Rationally speaking, it would be bad for people and bad for science
Facts aren't political
Biological threats provide fertile plot material for books, movies and videogames
* that's a big, fat "might"
Two desktop-printer engineers quit their jobs to search for the ultimate source of endless energy: nuclear fusion. Could this highly improbable enterprise actually succeed?
Giving open-minded people a chance to think about both sides of the issue encourages them to support climate change policy.
Jayson Lusk's new book makes the case for robot chefs and pink slime
His rulings in six previous cases can give us some idea.
We spoke to candidates with science backgrounds from across the political spectrum
The country only recently pardoned him for criminal charges of homosexuality, for which he was chemically castrated.
It's the ultimate nightmare: a nuclear attack in the U.S. masterminded by terrorists. Here's how that could happen-- and how we can prevent it
How safe can a citizen expect to be in a post 9/11 city? What technology can a city use to make its citizens safe?
A physicist in Congress weighs in on electronic voting, missile defense and why politicians tend to ignore science
What do the candidates' records say about their positions on genetic technology?
In our penultimate column, we explore whether one candidate has a record better indicating support for scientific research
Scientists have yet to agree on the scope of the disaster
For over two centuries we have struggled to understand the scope of Afghanistan's mineral wealth. Now geologists, if they can determine what lies beneath the nation's ground, might also help bring stability to the surface
At the dawn of Prohibition, the future of happy hour looked bleak, but PopSci's archives reveal that within every speakeasy resides a science lab, and within every bootlegger, an unlikely inventor or chemist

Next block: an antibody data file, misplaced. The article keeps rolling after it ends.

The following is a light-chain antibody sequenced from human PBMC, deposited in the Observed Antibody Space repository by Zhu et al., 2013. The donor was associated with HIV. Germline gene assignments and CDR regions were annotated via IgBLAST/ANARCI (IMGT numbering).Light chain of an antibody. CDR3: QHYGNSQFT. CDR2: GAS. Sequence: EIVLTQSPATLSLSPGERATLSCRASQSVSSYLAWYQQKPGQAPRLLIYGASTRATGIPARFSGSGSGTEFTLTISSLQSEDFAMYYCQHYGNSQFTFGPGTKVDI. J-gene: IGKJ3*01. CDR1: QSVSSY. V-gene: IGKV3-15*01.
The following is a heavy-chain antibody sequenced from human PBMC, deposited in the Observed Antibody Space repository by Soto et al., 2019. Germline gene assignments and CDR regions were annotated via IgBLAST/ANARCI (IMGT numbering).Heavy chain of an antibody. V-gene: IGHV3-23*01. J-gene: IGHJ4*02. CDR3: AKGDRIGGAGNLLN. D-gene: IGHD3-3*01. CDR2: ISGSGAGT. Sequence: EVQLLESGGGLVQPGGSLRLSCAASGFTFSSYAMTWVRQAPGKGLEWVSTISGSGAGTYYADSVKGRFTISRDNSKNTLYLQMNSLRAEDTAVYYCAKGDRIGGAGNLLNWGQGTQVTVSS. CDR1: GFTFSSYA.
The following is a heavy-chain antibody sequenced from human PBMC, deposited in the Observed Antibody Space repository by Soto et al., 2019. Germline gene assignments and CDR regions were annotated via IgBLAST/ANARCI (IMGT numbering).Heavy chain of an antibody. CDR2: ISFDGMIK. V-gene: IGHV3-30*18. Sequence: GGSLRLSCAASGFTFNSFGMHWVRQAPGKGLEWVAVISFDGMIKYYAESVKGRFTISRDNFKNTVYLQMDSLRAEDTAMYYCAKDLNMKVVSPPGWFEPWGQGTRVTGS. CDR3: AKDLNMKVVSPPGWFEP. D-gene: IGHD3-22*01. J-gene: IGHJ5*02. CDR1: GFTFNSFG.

Tyson's book "Space Chronicles: Facing the Ultimate Frontier" is out today
We don't need a government! We just need all the things the government normally pays for!
Tollbooths, ATMs, doctors' offices, online chat: You leave critical personal data behind wherever you go. Let's follow one American as he scatters his digital DNA.
By conceding the plausibility of an autism-vaccine link, some think a federal claims court unwittingly gave ammo to a dangerous theory
An inadequate and overly-complex gadget sends the bureau's budget skywards and its practices backwards
A new paper suggests doctors and paramedics are not the only people who need immediate treatment in the case of pandemic flu; and acting as such may put society in grave danger
What happens to science and technology when we shut it all down?
Out of the lab, onto Facebook
Political struggle could have permanent scientific effects.
It's part of a program to make pricey Western drugs affordable to Indian citizens, too.
There are better ways to get science back into policy
Holding the purse strings
In her inaugural post the doctor explains why eating humans is bad; and eating margarine is barely any better
More than 50 of the most dangerous, disgusting, humiliating and just plain bad professions
Ideo, who built Apple's first mouse, is now designing an open-source project to keep the field even for all comers